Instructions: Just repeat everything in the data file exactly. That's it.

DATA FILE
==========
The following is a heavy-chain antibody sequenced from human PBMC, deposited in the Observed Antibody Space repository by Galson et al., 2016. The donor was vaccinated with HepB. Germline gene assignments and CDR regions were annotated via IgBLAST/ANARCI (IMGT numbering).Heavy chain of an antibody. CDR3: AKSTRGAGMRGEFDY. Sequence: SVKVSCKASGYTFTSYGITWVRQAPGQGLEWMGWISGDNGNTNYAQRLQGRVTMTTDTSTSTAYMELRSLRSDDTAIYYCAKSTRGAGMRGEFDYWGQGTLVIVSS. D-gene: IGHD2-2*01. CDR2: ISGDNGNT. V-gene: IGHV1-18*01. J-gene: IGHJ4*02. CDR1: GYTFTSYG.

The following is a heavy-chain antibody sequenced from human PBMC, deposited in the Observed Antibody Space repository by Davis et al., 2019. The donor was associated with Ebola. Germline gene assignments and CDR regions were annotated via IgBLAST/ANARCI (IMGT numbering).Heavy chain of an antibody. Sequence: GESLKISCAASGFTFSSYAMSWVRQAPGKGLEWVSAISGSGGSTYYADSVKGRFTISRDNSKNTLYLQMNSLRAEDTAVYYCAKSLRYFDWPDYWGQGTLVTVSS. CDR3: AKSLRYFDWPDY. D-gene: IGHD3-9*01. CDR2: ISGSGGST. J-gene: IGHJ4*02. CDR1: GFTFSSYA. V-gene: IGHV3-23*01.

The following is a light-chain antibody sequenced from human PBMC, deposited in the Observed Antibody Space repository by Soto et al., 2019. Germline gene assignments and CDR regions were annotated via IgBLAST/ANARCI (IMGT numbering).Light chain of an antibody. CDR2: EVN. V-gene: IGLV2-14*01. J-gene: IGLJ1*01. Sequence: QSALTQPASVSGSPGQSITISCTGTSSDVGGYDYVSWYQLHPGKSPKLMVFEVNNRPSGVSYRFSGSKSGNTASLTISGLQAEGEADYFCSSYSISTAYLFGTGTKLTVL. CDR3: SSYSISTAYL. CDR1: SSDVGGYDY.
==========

The following is a heavy-chain antibody sequenced from human PBMC, deposited in the Observed Antibody Space repository by Galson et al., 2016. The donor was vaccinated with HepB. Germline gene assignments and CDR regions were annotated via IgBLAST/ANARCI (IMGT numbering).Heavy chain of an antibody. CDR3: AKSTRGAGMRGEFDY. Sequence: SVKVSCKASGYTFTSYGITWVRQAPGQGLEWMGWISGDNGNTNYAQRLQGRVTMTTDTSTSTAYMELRSLRSDDTAIYYCAKSTRGAGMRGEFDYWGQGTLVIVSS. D-gene: IGHD2-2*01. CDR2: ISGDNGNT. V-gene: IGHV1-18*01. J-gene: IGHJ4*02. CDR1: GYTFTSYG.

The following is a heavy-chain antibody sequenced from human PBMC, deposited in the Observed Antibody Space repository by Davis et al., 2019. The donor was associated with Ebola. Germline gene assignments and CDR regions were annotated via IgBLAST/ANARCI (IMGT numbering).Heavy chain of an antibody. Sequence: GESLKISCAASGFTFSSYAMSWVRQAPGKGLEWVSAISGSGGSTYYADSVKGRFTISRDNSKNTLYLQMNSLRAEDTAVYYCAKSLRYFDWPDYWGQGTLVTVSS. CDR3: AKSLRYFDWPDY. D-gene: IGHD3-9*01. CDR2: ISGSGGST. J-gene: IGHJ4*02. CDR1: GFTFSSYA. V-gene: IGHV3-23*01.

The following is a light-chain antibody sequenced from human PBMC, deposited in the Observed Antibody Space repository by Soto et al., 2019. Germline gene assignments and CDR regions were annotated via IgBLAST/ANARCI (IMGT numbering).Light chain of an antibody. CDR2: EVN. V-gene: IGLV2-14*01. J-gene: IGLJ1*01. Sequence: QSALTQPASVSGSPGQSITISCTGTSSDVGGYDYVSWYQLHPGKSPKLMVFEVNNRPSGVSYRFSGSKSGNTASLTISGLQAEGEADYFCSSYSISTAYLFGTGTKLTVL. CDR3: SSYSISTAYL. CDR1: SSDVGGYDY.